A Dobson | DaVanzo report entitled, "Access to Home Medical Equipment: Survey of Beneficiary, Case Manager, and Supplier Experiences", was released on October 12, 2017.
The analysis was based on a social media survey of beneficiaries, case managers/discharge planners, and suppliers. Over 1,000 responses were gathered in a 6-week time frame, indicating the power of social media to gather relatively large amounts of information in a short period of time. The report found that the Medicare Competitive Bidding (CB) process may require mid-course corrections in order to improve the beneficiary experience under CB. The report is available here.
Al Dobson presented at the American Orthopedic and Prosthetic Association’s Centennial Celebration and World Congress on Saturday, September 9. Al’s presentation, “The Economic Value of Orthotics and Prosthetics Care to the Medicare Program: 2011 – 2014 Update” summarized Dobson | DaVanzo’s recent research on the financial benefit to government and private payers when a person with spinal injury or lower limb loss or impairment attains restored mobility through receipt of orthotic and prosthetic services. This research, which confirmed the findings of an initial study that used earlier years of data, suggested that the receipt of orthotic and prosthetic services leads to a reduction in health care utilization that equals or exceeds the cost of the services, thus increasing quality of life for the patient and reducing the cost to Medicare. To view the presentation, click here.
Al Dobson, Kennan Murray and Joan DaVanzo recently co-authored a report for 340B Health summarizing an analysis that assessed the financial impact of 340B discounts on drug manufacturers and evaluated the plausibility of claims that the 340B Program is a cause of pharmaceutical price increases, cost shifting, and reductions in private sector research and medical discovery. The analysis found that the 340B Program cannot plausibly be a major driver of U.S. drug spending or a major cause of cost shifting by drug manufacturers to make up for 340B discounts. The results of this analysis were published on the 340B Health website to view click here.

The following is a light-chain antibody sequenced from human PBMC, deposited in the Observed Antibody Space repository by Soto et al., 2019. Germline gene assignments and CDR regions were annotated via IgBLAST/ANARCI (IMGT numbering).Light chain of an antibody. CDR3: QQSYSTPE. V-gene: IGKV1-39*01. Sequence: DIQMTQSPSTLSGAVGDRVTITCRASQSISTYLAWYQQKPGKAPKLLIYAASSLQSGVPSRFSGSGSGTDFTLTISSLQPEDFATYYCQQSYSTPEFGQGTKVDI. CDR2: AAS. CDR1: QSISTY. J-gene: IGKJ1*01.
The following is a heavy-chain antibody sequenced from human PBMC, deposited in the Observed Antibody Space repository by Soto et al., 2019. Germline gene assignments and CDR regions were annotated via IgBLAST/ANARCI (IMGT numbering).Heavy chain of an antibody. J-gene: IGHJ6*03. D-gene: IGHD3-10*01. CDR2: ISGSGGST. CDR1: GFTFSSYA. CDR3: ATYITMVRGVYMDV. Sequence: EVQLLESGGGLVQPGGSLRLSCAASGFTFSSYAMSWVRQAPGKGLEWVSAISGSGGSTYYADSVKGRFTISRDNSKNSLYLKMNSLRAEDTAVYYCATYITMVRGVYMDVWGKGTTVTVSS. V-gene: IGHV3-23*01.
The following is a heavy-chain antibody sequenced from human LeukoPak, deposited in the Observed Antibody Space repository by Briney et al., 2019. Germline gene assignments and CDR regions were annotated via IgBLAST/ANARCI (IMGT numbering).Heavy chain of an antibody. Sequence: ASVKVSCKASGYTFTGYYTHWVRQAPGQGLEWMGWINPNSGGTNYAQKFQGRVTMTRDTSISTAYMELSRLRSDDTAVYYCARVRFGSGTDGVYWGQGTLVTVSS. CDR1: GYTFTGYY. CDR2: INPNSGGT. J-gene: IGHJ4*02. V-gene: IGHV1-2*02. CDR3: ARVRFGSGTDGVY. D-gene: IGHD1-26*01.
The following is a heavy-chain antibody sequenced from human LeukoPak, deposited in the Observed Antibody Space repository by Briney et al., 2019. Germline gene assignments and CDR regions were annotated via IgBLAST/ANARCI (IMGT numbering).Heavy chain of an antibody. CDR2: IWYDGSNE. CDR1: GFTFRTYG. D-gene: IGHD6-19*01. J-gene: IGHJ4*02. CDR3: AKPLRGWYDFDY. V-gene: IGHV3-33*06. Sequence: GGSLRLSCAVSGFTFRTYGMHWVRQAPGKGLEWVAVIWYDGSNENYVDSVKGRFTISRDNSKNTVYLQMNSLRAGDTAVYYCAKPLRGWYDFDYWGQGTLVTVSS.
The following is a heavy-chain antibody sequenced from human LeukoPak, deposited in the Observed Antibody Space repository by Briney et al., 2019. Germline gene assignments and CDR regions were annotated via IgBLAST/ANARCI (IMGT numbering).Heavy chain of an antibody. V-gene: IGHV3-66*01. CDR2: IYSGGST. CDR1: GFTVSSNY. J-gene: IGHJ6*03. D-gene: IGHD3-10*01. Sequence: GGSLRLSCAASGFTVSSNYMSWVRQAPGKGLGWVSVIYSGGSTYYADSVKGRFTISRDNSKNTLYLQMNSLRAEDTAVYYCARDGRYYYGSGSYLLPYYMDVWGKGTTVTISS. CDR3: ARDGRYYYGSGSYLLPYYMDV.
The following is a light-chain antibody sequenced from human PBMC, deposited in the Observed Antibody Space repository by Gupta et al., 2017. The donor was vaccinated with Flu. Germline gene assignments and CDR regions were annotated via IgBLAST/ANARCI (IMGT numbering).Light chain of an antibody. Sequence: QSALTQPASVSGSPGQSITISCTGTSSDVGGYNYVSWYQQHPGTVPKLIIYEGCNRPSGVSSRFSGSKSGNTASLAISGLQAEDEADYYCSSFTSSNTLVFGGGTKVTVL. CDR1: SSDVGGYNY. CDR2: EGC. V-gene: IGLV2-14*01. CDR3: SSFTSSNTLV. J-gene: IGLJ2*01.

Al Dobson, Kennan Murray and Joan DaVanzo recently co-authored a report for 340B Health which evaluated the financial challenges faced by disproportionate share hospitals participating in the 340B drug discount program due to their characteristics as safety net hospitals and their unique patient populations. The study analyzed whether 340B DSH hospitals incur higher drug spending than non-340B hospitals because they treat high levels of low-income patients and operate as safety net facilities. The analysis found that 340B DSH hospitals incur higher drug spending than non-340B hospitals due to the low-income patients they treat and the nature of the safety net facilities they operate. Read the report here.